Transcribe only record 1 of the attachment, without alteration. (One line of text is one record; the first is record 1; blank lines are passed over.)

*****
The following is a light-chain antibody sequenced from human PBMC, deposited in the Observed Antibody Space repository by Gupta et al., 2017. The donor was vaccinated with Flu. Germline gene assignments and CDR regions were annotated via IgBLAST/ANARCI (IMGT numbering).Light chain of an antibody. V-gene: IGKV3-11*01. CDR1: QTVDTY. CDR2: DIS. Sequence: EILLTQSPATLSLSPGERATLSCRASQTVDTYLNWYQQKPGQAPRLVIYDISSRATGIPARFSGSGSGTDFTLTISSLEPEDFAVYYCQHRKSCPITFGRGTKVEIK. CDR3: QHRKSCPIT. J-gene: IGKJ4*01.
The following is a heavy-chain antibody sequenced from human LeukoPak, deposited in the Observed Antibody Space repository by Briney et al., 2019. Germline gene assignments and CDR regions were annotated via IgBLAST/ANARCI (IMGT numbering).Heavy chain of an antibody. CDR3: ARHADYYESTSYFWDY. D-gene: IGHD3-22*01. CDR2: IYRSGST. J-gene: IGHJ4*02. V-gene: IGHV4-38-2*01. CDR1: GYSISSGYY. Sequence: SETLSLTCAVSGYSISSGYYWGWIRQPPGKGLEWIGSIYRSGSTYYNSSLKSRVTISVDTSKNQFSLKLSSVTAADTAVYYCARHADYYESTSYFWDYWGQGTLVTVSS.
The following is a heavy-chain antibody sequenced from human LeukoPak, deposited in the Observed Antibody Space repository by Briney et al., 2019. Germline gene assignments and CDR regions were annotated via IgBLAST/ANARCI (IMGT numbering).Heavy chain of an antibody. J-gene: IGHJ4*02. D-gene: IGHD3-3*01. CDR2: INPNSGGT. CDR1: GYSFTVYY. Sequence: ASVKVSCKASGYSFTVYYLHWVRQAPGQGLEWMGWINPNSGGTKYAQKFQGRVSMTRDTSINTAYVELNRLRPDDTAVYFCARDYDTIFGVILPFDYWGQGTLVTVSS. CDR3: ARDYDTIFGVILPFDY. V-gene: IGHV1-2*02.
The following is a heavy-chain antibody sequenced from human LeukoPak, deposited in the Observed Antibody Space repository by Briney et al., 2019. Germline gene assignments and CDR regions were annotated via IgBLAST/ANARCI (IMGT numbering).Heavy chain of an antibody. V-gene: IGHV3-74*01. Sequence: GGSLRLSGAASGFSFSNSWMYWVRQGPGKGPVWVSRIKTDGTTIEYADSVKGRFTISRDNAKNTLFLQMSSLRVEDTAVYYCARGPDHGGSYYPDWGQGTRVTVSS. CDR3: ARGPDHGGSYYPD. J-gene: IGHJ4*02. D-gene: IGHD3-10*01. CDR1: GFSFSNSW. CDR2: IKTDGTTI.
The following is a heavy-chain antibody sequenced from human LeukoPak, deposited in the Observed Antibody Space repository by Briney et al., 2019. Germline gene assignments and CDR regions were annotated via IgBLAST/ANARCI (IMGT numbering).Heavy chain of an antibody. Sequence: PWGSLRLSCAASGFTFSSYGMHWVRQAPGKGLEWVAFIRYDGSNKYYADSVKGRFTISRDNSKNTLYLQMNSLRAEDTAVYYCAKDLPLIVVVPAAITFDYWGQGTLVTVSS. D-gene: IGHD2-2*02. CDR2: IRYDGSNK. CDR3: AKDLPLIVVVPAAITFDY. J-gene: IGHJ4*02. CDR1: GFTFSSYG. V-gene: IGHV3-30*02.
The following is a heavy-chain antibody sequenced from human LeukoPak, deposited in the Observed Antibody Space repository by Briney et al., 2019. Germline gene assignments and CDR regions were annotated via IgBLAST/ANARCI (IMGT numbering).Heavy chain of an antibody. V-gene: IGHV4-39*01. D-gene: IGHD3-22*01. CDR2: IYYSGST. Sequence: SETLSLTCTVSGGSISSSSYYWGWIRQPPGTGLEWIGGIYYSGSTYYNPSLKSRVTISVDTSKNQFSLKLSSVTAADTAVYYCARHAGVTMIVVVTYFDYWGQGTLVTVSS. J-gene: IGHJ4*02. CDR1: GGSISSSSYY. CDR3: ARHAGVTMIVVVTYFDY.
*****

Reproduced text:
The following is a light-chain antibody sequenced from human PBMC, deposited in the Observed Antibody Space repository by Gupta et al., 2017. The donor was vaccinated with Flu. Germline gene assignments and CDR regions were annotated via IgBLAST/ANARCI (IMGT numbering).Light chain of an antibody. V-gene: IGKV3-11*01. CDR1: QTVDTY. CDR2: DIS. Sequence: EILLTQSPATLSLSPGERATLSCRASQTVDTYLNWYQQKPGQAPRLVIYDISSRATGIPARFSGSGSGTDFTLTISSLEPEDFAVYYCQHRKSCPITFGRGTKVEIK. CDR3: QHRKSCPIT. J-gene: IGKJ4*01.